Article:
BMR x 1.5-1.6: Moderately Active (Where I would assume most people are at. Train 4-5 days a week and active lifestyle)
BMR x 1.7-1.8: Very Active (Training hard for a specific sport or purpose 5-6 hours a week. Typically one with a hard labor job as well)
BMR x 1.9-2.2: Extremely Active (Endurance training or hard charging athlete who spends 10 or more hours training a week and/or lots of activity outside of training. Can require more calories than this as well depending on ones metabolic capacity)
Here is a tool You can use to make this process easier:
*Keep in mind, BMI is a flawed way to determine if someone is overweight. Only use this calculator as rough estimate for BMR.
This is where you need to decide if your goal is to gain or lose weight. As we all know to gain weight you need to be in a caloric surplus and to lose weight you need to be in a deficit. I’m not going to tell you exactly how many calories to add/subtract to gain or lose because it will be different for everyone. What I will say is that in both cases start small and go from there. Take your estimated maintenance calorie intake and adjust that number a little bit and see how you look, feel, and perform, and go from there.
Arguably more important than total calorie intake is the macronutrient breakdown. This could be an entire article itself so I will try and keep this brief. Macronutrients are what make up your calorie intake.
Protein – 4kcal/g
Carbohydrate – 4kcal/g
Fat – 9kcal/g
After you adjust your maintenance calorie intake in order to gain or lose weight depending on your goal, the next step is to figure out your macros. I would start with protein. The age old 1 gram of protein per pound of body weight is pretty accurate.
For this articles sake I am going to recommend the following:
Protein: .8g – 1.2g per pound of body weight
Again this is just an estimate and there could be a need to take this higher or lower. Someone with a high body fat (+ 30%) will not have the required LBM to need a protein intake of .8g per pound of body weight so you will have to go off from a LBM number. On the flip side someone who is on anabolic steroids may benefit from a higher protein intake due to increased protein synthesis rates. Calorie restriction especially low carb/keto dieting also causes protein demand to go up. In either case I don’t see any benefit in going over 1.4 x lb body weight.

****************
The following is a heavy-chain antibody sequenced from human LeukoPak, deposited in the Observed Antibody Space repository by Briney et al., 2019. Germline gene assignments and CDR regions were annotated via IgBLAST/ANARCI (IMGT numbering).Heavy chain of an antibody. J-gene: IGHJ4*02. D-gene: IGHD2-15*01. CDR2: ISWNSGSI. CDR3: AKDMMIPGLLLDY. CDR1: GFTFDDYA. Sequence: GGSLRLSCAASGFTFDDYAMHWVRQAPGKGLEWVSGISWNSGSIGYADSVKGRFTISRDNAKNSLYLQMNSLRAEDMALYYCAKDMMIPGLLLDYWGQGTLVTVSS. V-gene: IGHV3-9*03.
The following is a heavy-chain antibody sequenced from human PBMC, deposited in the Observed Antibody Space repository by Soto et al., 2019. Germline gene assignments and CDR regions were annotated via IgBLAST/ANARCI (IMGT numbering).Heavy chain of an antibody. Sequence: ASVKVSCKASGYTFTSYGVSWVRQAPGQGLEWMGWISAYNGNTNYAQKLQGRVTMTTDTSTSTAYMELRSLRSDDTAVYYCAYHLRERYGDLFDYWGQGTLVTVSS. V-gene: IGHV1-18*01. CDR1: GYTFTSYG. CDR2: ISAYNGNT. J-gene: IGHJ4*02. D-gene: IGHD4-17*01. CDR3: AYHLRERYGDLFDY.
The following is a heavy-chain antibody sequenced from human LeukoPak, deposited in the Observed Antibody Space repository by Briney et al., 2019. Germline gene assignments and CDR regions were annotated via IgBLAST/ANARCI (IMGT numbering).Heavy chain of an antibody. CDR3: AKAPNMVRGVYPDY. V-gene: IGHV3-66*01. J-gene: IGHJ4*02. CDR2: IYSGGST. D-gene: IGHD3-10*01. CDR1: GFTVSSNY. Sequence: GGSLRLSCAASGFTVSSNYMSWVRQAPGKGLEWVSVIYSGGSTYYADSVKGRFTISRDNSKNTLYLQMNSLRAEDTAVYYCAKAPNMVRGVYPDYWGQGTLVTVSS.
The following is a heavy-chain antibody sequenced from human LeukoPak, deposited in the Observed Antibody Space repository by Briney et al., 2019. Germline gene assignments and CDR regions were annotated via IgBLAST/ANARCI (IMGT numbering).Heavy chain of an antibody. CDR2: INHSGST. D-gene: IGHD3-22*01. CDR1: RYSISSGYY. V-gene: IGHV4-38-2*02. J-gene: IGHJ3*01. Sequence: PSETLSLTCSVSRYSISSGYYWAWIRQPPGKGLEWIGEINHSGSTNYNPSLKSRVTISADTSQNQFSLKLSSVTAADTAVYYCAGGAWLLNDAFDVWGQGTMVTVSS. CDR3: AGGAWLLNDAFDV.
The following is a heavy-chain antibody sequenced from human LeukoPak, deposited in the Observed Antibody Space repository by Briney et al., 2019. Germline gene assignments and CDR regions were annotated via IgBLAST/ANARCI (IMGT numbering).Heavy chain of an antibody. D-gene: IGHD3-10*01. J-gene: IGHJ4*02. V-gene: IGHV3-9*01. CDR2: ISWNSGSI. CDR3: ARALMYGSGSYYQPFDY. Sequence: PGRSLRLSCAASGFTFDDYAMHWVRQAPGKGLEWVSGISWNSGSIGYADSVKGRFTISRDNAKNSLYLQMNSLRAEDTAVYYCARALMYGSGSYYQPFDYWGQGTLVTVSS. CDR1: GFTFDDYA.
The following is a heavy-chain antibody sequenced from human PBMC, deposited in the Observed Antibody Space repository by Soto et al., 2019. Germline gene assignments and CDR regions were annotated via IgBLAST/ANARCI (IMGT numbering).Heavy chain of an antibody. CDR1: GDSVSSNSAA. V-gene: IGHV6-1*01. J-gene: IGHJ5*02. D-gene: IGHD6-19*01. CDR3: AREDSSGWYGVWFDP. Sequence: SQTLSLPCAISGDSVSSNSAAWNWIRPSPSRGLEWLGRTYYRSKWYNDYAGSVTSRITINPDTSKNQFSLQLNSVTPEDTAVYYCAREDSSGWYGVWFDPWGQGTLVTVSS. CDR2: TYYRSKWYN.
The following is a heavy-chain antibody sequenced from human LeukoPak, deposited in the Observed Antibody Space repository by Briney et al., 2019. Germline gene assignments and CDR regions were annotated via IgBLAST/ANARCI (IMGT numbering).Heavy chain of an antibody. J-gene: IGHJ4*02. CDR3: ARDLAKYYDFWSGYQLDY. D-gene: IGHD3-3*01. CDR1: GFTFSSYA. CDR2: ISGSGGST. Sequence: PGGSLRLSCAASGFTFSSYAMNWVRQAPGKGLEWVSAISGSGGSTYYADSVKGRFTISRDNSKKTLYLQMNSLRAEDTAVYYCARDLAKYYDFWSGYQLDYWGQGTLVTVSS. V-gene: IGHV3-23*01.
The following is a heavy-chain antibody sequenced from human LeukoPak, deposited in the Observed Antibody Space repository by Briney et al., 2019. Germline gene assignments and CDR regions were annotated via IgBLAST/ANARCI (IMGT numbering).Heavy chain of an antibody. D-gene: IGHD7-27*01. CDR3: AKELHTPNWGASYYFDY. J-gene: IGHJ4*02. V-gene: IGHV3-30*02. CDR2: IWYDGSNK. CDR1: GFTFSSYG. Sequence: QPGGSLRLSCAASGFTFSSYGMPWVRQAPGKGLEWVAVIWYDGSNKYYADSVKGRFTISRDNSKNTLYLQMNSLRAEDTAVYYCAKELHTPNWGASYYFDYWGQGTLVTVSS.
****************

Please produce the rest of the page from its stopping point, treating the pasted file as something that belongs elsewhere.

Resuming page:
After determining protein intake move on to the energy nutrients – Carbohydrates and Fats. These numbers are going to have a WIDE range of possibilities. Like protein, there are essential fatty acids which need to come from the diet. That combined with hormone issues that could come from too low of fat intake, I am going to recommend a minimum fat requirement. After you fulfill the recommended protein and minimum fat intake you are left with the remaining calories to divide up as you like. Personally I like to keep things pretty moderate with a slight shift in favor of carbs and the harder you train the more benefit I see in adding in more carbs. However, I am not trying to spoon feed you MY preferences, you can hire me for that ;)
*Total Calorie Goal – (Protein intake + Minimum Fat Requirement) = Calories left over for carb and fat intake.
Fat: Minimum (.25g) per pound of bodyweight.
This is not necessarily a researched number, just one I find to be effective as a bottom value. Also, I do recommend supplementing with fish oil to make sure you are getting in enough essential fatty acids.
Fish oil is one of the best sources of omega-3 fats which provide a variety of health benefits largely due to decreasing inflammation. Some of the benefits include: healthier blood vessels, a lower lipid count, reduced risk for plaque buildup as well as providing some benefits to a wide range of diseases including cancer, asthma, depression, cardiovascular disease, ADHD, and autoimmune diseases, such as rheumatoid arthritis.
The KEY to Dieting Success – Adjustments Over Time
If this all was as easy as it seems on paper, I probably wouldn’t have a job. The fact is, there actually is A LOT more to the nutrition puzzle then what we went over in this article. A favorite quote of mine is “any idiot can come up with starting calorie and macronutrient targets, a good coach earns their money with the adjustments”.
I ended the introduction by mentioning I wanted this article to provide a realization that the start is only half the battle. The human metabolism is never static. It is constantly changing and your nutrition intake needs to change with it. The real benefit I provide my nutrition clients is being able to look at their progress and make those important adjustments at the right time to avoid plateaus and make sure they reach their goals in a timely fashion.
Any Questions Contact Kyle at: